At each farm, we do a thorough physical exam of the cow, and collect important information about the cow’s environment (e.g. can the cow lie down comfortably? Does the cow have access to water?). Shauna also conducts an interview with the help of our fabulous translator, Priscilla, to ask farmers about the health and diet of their cow. We also attach accelerometers to a leg of each cow. Accelerometers are small devices that record the position of whatever they are attached to in space; we can use them to see how much time the cow spends lying down or standing. When cows are comfortable, they spend more time laying down, which results in increased milk production. The data we are collecting on the behavior of individual cows helps us gain insight into how we can improve their environments to help improve their welfare and productivity.

The longevity of FHF’s working relationship with the Wakulima and partnership with VWB-Canada has led to improvements in stall designs, cow welfare, and nutrition. However, there is still much work to be done. Many of the cows we have seen do not have body weights that are adequate to support good milk production or pregnancies. Working with farmers to introduce better feeds, improve stall designs, and encourage better health management of their dairy cows is vital to improving livelihoods in this area, where the average household income is less than $1000/year. Even slight increases in milk production can provide a pathway out of poverty by allowing families to afford their children’s education, improve their sanitation facilities, and afford a more nutritional diet for themselves. Of course, all of this is easier said than done, which is why working with people is key. While it is easy to tell someone what the right thing to feed is, it is far more effective to work with them to understand their individual needs and challenges and find realistic solutions that are sustainable in the long term.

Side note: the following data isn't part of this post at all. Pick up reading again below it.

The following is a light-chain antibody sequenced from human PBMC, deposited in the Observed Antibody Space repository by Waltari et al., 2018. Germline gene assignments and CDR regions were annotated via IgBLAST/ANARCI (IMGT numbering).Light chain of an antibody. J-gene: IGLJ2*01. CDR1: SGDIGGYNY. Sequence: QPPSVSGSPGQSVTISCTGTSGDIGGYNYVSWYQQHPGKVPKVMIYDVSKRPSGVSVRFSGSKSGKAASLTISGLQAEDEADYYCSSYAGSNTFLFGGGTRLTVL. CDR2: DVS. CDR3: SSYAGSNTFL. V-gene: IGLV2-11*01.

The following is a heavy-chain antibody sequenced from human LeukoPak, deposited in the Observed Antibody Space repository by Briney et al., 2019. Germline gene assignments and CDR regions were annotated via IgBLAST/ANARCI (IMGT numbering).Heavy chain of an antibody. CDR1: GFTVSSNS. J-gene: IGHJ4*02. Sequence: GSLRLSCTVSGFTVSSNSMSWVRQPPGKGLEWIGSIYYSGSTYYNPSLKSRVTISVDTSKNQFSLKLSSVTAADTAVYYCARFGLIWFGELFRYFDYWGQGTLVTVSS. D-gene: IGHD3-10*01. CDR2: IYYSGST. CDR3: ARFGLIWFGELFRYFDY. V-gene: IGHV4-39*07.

We are looking forward to this upcoming week! We will be pulling out the hammers, nails, and shovels to help farmers improve their cows’ stalls as well as continuing on with interviews and physical exams.

On a geeky veterinary student note, we have seen some really interesting diseases that are not common or unheard of in Canada. We went to a farm where a cow had ulcerative lesions on its mouth, suggestive of Foot and Mouth Disease, which is very common in this area. The cow was okay, but it was great for us to be able to see what this disease looks like in real life after having read so much about it in our studies.  And of course we have been practicing lots of California Mastitis Tests, a cheap and effective test to determine if cows have subclinical mastitis (an infection of the udder).

Picture captions:

“Napier grass”: Shauna teaching a farmer about the importance of cutting Napier grass short.Blog 1

“Group photo”: Mary is an extremely motivated and dedicated farmer, and it shows! From left to right: Maggie, Mira, Mary, Sarifa, and Priscilla.Blog 2

“Processing machine” This machine is where milk is pasteurized, homogenized, and then pasteurized again at the Wakulima Dairy.Blog 3

“Happy cows produce more milk!”Blog 4

“Transporting Napier grass to farm.”Blog 5